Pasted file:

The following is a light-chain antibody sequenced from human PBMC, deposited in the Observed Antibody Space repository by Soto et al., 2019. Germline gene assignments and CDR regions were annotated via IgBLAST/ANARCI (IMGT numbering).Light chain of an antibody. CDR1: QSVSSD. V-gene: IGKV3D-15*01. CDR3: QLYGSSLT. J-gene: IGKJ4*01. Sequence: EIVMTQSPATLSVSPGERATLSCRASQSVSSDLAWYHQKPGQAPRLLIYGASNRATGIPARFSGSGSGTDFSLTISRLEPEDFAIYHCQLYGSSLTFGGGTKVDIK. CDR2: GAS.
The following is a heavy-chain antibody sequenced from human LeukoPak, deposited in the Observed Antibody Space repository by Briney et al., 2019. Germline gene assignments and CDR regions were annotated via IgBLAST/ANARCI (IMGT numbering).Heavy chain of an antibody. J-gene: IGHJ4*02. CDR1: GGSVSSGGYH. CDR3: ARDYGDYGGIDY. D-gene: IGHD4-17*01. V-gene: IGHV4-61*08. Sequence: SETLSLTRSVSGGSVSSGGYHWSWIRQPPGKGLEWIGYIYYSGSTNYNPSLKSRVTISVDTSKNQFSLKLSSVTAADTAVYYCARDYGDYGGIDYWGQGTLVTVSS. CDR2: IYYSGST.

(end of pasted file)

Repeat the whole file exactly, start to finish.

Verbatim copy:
The following is a light-chain antibody sequenced from human PBMC, deposited in the Observed Antibody Space repository by Soto et al., 2019. Germline gene assignments and CDR regions were annotated via IgBLAST/ANARCI (IMGT numbering).Light chain of an antibody. CDR1: QSVSSD. V-gene: IGKV3D-15*01. CDR3: QLYGSSLT. J-gene: IGKJ4*01. Sequence: EIVMTQSPATLSVSPGERATLSCRASQSVSSDLAWYHQKPGQAPRLLIYGASNRATGIPARFSGSGSGTDFSLTISRLEPEDFAIYHCQLYGSSLTFGGGTKVDIK. CDR2: GAS.
The following is a heavy-chain antibody sequenced from human LeukoPak, deposited in the Observed Antibody Space repository by Briney et al., 2019. Germline gene assignments and CDR regions were annotated via IgBLAST/ANARCI (IMGT numbering).Heavy chain of an antibody. J-gene: IGHJ4*02. CDR1: GGSVSSGGYH. CDR3: ARDYGDYGGIDY. D-gene: IGHD4-17*01. V-gene: IGHV4-61*08. Sequence: SETLSLTRSVSGGSVSSGGYHWSWIRQPPGKGLEWIGYIYYSGSTNYNPSLKSRVTISVDTSKNQFSLKLSSVTAADTAVYYCARDYGDYGGIDYWGQGTLVTVSS. CDR2: IYYSGST.